One of the most popular events luring the tourist to this magnificent underground canyon takes place at Christmas. Lamps are replaced by candles and the visitors get a unique opportunity to admire the charming atmosphere of romantic light


Slovenia, with a population of just under 2 million, was the first republic to withdraw from the former Yugoslavia (now the Federal Republic of Yugoslavia, though also known as Serbia and Montenegro) in June 1991. A truce was negotiated after only ten days of military action, and the federal army withdrew. The country achieved international recognition as an independent state in the following year, and since then it has managed to avoid being involved in the conflicts following the break-up of Yugoslavia. As a result, Slovenia has been able to develop its status as an attractive tourist destination. It has a varied landscape of snow-capped mountains (skiing and hiking are both very popular), fine coastline, and lush plains planted with vineyards. About one-third of the country is known as the Karst, a limestone region of underground drainage and gorges, with some fantastic rock and cave formations. With half the population still rural-based, there are strong folk traditions, while the capital, Ljubljana, is a sophisticated central European city.

For almost 600 years, until the end of World War I, most of Slovenia was governed by the Austro-Hungarian Empire, and the coastal region was long part of the Venetian Republic. Despite 70 years of subsequent affiliation with Yugoslavia, Slovene culture exhibits many similarities to that of Germany and Italy, as witnessed in the architecture and local cuisine. This is not to deny a very strong sense of Slovene national identity, helped by the fact that the country has a fairly homogeneous population. Ljubljana and Maribor still have the feel of typical Habsburg towns, while the coastline has some extremely beautiful examples of Venetian Gothic. The highlight of Slovenia is probably its rich cultural heritage, with superb Gothic painting and sculpture to be seen in churches around Ptujska Gora, Bohinj, and Hrastovlje, and fine examples of baroque architecture in Ljubljana.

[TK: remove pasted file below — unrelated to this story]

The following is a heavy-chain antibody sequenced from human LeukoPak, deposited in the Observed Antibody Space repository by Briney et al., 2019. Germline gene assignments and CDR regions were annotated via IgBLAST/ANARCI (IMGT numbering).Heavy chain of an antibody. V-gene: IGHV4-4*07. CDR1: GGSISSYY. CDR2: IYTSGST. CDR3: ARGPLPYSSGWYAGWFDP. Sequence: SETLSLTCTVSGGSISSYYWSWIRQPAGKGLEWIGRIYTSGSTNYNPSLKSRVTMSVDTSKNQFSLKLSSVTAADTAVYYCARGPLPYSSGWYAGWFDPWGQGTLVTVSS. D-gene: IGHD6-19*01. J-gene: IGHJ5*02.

Slovene literature dates back to the 10th century, but is comparatively unknown abroad. Perhaps the most famous Slovene writer is the early 19th-century Romantic poet, France Prešeren. The Slovene Philharmonic was started in 1701, and there are several good second-ranking Slovene classical composers: the best known are Anton Foerster and Hugo Wolf. The arts flourished in the 20th century, partly in the field of architecture, where designers such as Joûe Ple¹nik have an international standing. The cultural scene has been dominated since the 1980s by the multimedia group Neue Slowenische Kunst and the artists' cooperative IRWIN.



Before you go get covered for all events

Electrical Devices
The electrical current in Slovakia is 220 volts AC. Round two-pin plugs are used; an adapter is essential for UK and Irish appliances..

Currency Exchange
Travellers cheques are the safest way to carry cash. You can exchange these at bureaux de change, banks, and post offices. Major credit cards are accepted in most tourist hotels and restaurants. Commission rates for changing foreign exchange tend to be lower at banks than those offered at bureaux de change. Branches of Nova Ljubljanska Banka offer cash advances on Eurocard and MasterCard; branches of A Banka handle cash advances on Visa cards. Banks are generally open 08.00 to 18.00 Monday to Friday and until 12.00 on Saturday; bureaux de change tend to have longer opening hours.

Tipping
A service charge of 10 percent is often added to restaurant and hotel bills. Taxi drivers don't expect a tip, but it is customary to round up the bill.

Public Holidays
1 January: New Year's Day
8 February: Culture Day
Good Friday
Easter Monday
27 April: Insurrection Day
1 and 2 May: Labour Days
15 August: Assumption
31 October: Reformation Day
1 November: All Saints Day
25 and 26 December: Christmas

Travellers With Disabilities
Contact the Tourist Information Centre in Ljubljana, tel: +386 61 222 115 for information on facilities for travellers with disabilities.

Transport
Metro, buses and trams
The bus service in most Slovenian towns is efficient. In Ljubljana you can either pay on board or use discount tokens purchased from news-stands, tobacconists, and post offices. Daily and weekly passes are also available.There is no metro service in Slovenia.

Ferries
Catamarans run twice a week from Piran to Trieste in Italy from April to September. Excursion boats operate on Lake Bled and Lake Bohinj. From April to September, catamarans run twice a week from Trieste to Piran, and three times a week from Venice to Portoroû

Roads, Tolls And Speed Limits
The roads in Slovenia are generally well maintained. Motorways (avtocesta) are indicated by an “A”; a toll is payable on most motorways. National highways connect cities and are indicated by a single digit. Secondary and tertiary roads are indicated by two numbers—the first indicates the highway that links up with the road. Speed limits are 120 kilometres (74 miles) per hour on motorways; 100 kilometres (62 miles) per hour on highways; 80 kilometres (50 miles) per hour on secondary and tertiary roads; and 60 kilometres (37 miles) per hour in built-up areas.

Driving Tips
Many mountain roads have steep gradients and hairpin bends. Note that some roads in the Alps close in winter. For information on road conditions, phone +386 61 341 341.